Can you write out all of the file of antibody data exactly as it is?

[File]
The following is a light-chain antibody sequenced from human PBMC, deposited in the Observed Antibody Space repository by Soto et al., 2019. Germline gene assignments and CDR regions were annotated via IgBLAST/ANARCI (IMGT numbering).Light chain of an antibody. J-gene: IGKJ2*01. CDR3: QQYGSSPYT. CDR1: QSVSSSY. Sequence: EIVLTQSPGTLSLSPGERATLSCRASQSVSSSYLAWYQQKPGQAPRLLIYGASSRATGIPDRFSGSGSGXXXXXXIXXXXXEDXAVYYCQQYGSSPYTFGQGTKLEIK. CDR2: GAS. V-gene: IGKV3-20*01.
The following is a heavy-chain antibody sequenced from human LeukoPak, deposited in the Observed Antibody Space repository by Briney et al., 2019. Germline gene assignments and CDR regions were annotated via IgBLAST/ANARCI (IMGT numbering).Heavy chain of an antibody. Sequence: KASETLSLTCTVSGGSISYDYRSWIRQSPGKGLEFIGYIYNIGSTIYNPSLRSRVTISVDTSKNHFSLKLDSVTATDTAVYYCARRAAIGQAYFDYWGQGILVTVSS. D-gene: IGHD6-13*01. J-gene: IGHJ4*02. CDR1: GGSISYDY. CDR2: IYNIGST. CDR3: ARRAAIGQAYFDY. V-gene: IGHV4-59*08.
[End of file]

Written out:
The following is a light-chain antibody sequenced from human PBMC, deposited in the Observed Antibody Space repository by Soto et al., 2019. Germline gene assignments and CDR regions were annotated via IgBLAST/ANARCI (IMGT numbering).Light chain of an antibody. J-gene: IGKJ2*01. CDR3: QQYGSSPYT. CDR1: QSVSSSY. Sequence: EIVLTQSPGTLSLSPGERATLSCRASQSVSSSYLAWYQQKPGQAPRLLIYGASSRATGIPDRFSGSGSGXXXXXXIXXXXXEDXAVYYCQQYGSSPYTFGQGTKLEIK. CDR2: GAS. V-gene: IGKV3-20*01.
The following is a heavy-chain antibody sequenced from human LeukoPak, deposited in the Observed Antibody Space repository by Briney et al., 2019. Germline gene assignments and CDR regions were annotated via IgBLAST/ANARCI (IMGT numbering).Heavy chain of an antibody. Sequence: KASETLSLTCTVSGGSISYDYRSWIRQSPGKGLEFIGYIYNIGSTIYNPSLRSRVTISVDTSKNHFSLKLDSVTATDTAVYYCARRAAIGQAYFDYWGQGILVTVSS. D-gene: IGHD6-13*01. J-gene: IGHJ4*02. CDR1: GGSISYDY. CDR2: IYNIGST. CDR3: ARRAAIGQAYFDY. V-gene: IGHV4-59*08.